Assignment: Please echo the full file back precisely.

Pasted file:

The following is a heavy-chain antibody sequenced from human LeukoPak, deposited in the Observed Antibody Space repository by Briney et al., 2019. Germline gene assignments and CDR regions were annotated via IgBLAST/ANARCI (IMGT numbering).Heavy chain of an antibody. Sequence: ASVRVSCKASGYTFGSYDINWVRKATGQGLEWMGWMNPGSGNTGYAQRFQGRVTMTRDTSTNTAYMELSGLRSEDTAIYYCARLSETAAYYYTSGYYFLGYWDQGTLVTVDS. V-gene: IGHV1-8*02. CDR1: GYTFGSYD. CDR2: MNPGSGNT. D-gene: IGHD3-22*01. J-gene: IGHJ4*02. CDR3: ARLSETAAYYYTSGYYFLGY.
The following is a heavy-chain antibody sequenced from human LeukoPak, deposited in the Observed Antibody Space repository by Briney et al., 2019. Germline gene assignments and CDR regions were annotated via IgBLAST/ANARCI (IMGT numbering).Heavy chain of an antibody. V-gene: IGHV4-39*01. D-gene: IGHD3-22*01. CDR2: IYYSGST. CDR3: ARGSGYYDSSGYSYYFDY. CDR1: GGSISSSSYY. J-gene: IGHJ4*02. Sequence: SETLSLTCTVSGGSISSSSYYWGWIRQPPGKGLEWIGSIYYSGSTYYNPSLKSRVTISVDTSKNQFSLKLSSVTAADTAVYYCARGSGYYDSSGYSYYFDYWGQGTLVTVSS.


The following is a heavy-chain antibody sequenced from human LeukoPak, deposited in the Observed Antibody Space repository by Briney et al., 2019. Germline gene assignments and CDR regions were annotated via IgBLAST/ANARCI (IMGT numbering).Heavy chain of an antibody. Sequence: ASVRVSCKASGYTFGSYDINWVRKATGQGLEWMGWMNPGSGNTGYAQRFQGRVTMTRDTSTNTAYMELSGLRSEDTAIYYCARLSETAAYYYTSGYYFLGYWDQGTLVTVDS. V-gene: IGHV1-8*02. CDR1: GYTFGSYD. CDR2: MNPGSGNT. D-gene: IGHD3-22*01. J-gene: IGHJ4*02. CDR3: ARLSETAAYYYTSGYYFLGY.
The following is a heavy-chain antibody sequenced from human LeukoPak, deposited in the Observed Antibody Space repository by Briney et al., 2019. Germline gene assignments and CDR regions were annotated via IgBLAST/ANARCI (IMGT numbering).Heavy chain of an antibody. V-gene: IGHV4-39*01. D-gene: IGHD3-22*01. CDR2: IYYSGST. CDR3: ARGSGYYDSSGYSYYFDY. CDR1: GGSISSSSYY. J-gene: IGHJ4*02. Sequence: SETLSLTCTVSGGSISSSSYYWGWIRQPPGKGLEWIGSIYYSGSTYYNPSLKSRVTISVDTSKNQFSLKLSSVTAADTAVYYCARGSGYYDSSGYSYYFDYWGQGTLVTVSS.